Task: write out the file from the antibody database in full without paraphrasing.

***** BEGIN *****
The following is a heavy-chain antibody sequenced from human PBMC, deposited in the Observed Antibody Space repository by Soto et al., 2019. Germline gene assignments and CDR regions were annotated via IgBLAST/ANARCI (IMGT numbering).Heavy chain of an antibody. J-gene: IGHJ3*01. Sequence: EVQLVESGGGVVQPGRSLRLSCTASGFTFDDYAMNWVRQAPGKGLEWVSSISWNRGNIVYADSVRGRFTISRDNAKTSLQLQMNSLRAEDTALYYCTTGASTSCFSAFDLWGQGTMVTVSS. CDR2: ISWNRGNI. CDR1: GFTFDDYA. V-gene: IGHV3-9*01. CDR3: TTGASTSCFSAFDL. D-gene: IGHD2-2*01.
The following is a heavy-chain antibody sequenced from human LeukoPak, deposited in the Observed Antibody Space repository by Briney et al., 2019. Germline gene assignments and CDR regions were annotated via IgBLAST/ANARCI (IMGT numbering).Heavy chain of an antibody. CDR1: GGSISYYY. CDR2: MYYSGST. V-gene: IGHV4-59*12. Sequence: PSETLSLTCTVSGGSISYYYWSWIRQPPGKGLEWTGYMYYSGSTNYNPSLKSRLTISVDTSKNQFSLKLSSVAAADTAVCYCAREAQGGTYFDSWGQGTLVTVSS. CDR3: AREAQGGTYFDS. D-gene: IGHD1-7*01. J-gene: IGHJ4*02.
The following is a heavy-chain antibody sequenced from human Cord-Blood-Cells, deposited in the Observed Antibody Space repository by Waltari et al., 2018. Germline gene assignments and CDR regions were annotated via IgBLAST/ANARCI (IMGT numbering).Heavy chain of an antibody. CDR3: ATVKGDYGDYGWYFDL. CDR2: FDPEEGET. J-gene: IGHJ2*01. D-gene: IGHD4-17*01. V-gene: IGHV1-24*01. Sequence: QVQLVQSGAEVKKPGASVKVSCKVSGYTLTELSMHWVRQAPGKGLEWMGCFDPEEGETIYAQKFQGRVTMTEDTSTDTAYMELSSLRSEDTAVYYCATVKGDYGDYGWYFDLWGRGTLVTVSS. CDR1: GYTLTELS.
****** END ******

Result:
The following is a heavy-chain antibody sequenced from human PBMC, deposited in the Observed Antibody Space repository by Soto et al., 2019. Germline gene assignments and CDR regions were annotated via IgBLAST/ANARCI (IMGT numbering).Heavy chain of an antibody. J-gene: IGHJ3*01. Sequence: EVQLVESGGGVVQPGRSLRLSCTASGFTFDDYAMNWVRQAPGKGLEWVSSISWNRGNIVYADSVRGRFTISRDNAKTSLQLQMNSLRAEDTALYYCTTGASTSCFSAFDLWGQGTMVTVSS. CDR2: ISWNRGNI. CDR1: GFTFDDYA. V-gene: IGHV3-9*01. CDR3: TTGASTSCFSAFDL. D-gene: IGHD2-2*01.
The following is a heavy-chain antibody sequenced from human LeukoPak, deposited in the Observed Antibody Space repository by Briney et al., 2019. Germline gene assignments and CDR regions were annotated via IgBLAST/ANARCI (IMGT numbering).Heavy chain of an antibody. CDR1: GGSISYYY. CDR2: MYYSGST. V-gene: IGHV4-59*12. Sequence: PSETLSLTCTVSGGSISYYYWSWIRQPPGKGLEWTGYMYYSGSTNYNPSLKSRLTISVDTSKNQFSLKLSSVAAADTAVCYCAREAQGGTYFDSWGQGTLVTVSS. CDR3: AREAQGGTYFDS. D-gene: IGHD1-7*01. J-gene: IGHJ4*02.
The following is a heavy-chain antibody sequenced from human Cord-Blood-Cells, deposited in the Observed Antibody Space repository by Waltari et al., 2018. Germline gene assignments and CDR regions were annotated via IgBLAST/ANARCI (IMGT numbering).Heavy chain of an antibody. CDR3: ATVKGDYGDYGWYFDL. CDR2: FDPEEGET. J-gene: IGHJ2*01. D-gene: IGHD4-17*01. V-gene: IGHV1-24*01. Sequence: QVQLVQSGAEVKKPGASVKVSCKVSGYTLTELSMHWVRQAPGKGLEWMGCFDPEEGETIYAQKFQGRVTMTEDTSTDTAYMELSSLRSEDTAVYYCATVKGDYGDYGWYFDLWGRGTLVTVSS. CDR1: GYTLTELS.